In a letter to the Ministry of Labour last month asking for a meeting to discuss wage theft, NSN said one trait that appears to unite these employers is their attitude toward the ministry.
“They regard the ministry as weak and ineffective — an institution that cannot enforce the orders it issues, and that will not prosecute employers who ignore the orders,” the letter read.
Claims reached historic low during pandemic: ministry
According to the data interpreted by NSN, the number of investigations into employment standards completed by the ministry dropped by roughly 50 per cent from 2014 to 2021.
According to Sanotra, the group wanted to know why there was such a “shocking” drop. He said that when they eventually met with ministry officals late last month, they were told that the ministry was aware of unpaid wages being an issue, but didn’t provide specifics about how it was being addressed.
He says if the ministry knows about wage theft, “it’s their job to investigate and plug those loopholes that are being exploited by the employers.”
The Ministry of Labour said in an email to CBC News that it has recovered more than $110 million in wages and other money owed to employees over the last five fiscal years.
“Employees are entitled to be paid for the work that they do and we investigate any and every claim for unpaid wages,” the email said.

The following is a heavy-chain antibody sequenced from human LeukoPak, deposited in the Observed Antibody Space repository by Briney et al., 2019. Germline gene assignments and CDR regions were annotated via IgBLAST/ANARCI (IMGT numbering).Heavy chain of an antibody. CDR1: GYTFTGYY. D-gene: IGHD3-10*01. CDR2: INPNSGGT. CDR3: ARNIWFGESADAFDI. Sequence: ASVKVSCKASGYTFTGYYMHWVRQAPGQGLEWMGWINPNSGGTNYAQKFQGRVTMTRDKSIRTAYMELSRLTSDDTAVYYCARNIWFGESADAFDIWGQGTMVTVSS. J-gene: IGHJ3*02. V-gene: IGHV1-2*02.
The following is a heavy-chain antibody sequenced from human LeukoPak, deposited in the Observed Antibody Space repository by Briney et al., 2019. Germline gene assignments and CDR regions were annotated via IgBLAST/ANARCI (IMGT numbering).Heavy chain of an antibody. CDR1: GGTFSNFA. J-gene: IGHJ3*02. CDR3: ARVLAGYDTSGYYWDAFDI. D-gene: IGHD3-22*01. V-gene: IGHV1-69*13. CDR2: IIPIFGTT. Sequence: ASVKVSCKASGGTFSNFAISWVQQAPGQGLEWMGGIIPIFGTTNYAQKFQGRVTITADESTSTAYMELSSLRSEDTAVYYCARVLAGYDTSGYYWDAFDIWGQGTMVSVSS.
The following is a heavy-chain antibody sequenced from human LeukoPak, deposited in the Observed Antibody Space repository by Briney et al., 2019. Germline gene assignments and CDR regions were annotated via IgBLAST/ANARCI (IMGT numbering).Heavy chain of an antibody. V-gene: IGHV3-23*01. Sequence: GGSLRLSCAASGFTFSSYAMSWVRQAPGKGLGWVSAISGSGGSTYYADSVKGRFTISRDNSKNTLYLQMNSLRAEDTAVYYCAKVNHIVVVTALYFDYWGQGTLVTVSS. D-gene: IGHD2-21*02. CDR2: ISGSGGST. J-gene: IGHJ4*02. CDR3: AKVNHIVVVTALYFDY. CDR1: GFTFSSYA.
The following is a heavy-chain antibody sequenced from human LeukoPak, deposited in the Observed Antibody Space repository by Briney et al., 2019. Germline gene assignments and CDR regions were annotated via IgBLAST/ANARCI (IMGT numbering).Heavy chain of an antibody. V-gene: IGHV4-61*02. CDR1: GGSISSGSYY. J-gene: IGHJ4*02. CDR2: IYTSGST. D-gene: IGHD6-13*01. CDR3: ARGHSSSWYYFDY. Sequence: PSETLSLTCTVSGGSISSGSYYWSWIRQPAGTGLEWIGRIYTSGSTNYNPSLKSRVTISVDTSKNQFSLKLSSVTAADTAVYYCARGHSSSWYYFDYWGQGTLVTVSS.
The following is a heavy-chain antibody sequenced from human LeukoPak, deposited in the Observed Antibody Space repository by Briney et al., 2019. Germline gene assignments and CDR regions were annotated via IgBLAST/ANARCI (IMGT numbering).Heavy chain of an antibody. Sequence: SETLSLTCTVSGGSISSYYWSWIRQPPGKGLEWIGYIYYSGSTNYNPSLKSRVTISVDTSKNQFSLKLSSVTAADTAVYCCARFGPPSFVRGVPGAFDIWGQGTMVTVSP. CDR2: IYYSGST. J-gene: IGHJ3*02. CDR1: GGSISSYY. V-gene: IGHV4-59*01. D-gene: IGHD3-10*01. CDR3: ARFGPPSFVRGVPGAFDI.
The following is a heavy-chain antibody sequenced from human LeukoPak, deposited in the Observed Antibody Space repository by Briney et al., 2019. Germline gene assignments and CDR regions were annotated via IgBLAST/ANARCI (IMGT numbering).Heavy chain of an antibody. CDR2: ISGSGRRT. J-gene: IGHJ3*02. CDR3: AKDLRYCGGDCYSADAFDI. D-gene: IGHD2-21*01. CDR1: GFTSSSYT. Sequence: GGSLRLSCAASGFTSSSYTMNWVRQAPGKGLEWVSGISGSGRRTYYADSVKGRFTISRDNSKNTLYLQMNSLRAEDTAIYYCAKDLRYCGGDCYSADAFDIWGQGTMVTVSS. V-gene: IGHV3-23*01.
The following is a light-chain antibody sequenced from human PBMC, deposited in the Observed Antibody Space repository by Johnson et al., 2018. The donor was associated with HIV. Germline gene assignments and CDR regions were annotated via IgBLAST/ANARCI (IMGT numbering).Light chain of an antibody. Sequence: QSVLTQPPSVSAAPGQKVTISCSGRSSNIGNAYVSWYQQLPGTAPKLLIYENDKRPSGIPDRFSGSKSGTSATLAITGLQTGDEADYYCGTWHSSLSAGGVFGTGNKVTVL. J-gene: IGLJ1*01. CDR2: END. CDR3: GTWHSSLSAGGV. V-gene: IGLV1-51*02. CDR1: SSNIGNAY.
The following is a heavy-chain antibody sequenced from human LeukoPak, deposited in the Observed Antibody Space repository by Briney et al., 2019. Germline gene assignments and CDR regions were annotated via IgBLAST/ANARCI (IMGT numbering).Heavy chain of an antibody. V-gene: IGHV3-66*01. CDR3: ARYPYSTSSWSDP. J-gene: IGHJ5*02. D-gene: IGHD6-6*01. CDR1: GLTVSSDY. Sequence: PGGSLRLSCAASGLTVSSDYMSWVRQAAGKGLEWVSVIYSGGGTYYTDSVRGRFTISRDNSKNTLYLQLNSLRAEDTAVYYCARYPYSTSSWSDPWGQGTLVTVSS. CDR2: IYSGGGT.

It said one reason for the declining numbers of completed investigations, and subsequently, the number of prosecutions, is that during the COVID-19 pandemic, it received a historically low number of claims.
According to a media statement released earlier this month, the ministry said its inspections have shown that multiple temporary agencies in Ontario are illegally paying people below the minimum wage and denying other basic employment rights to gain an unfair competitive advantage over law-abiding agencies.
As a step to counter this practice, the announcement says roughly 2,300 temporary help agencies and recruiters of temporary employees across the province will require a licence to operate as of Jan. 1, 2024.
While applying for the licence, the agencies will be required to submit $25,000 in the form of an irrevocable letter of credit that can be used to repay wages owed to employees.
More enforcement needed
Leah Vosko, a political science professor at York University who researches labour rights, says more needs to be done to ensure minimum employment standards are followed, especially as the cost of living rises.
“It’s shocking to me that employees for whom there are orders to pay wages often don’t receive their wages,” she said via email.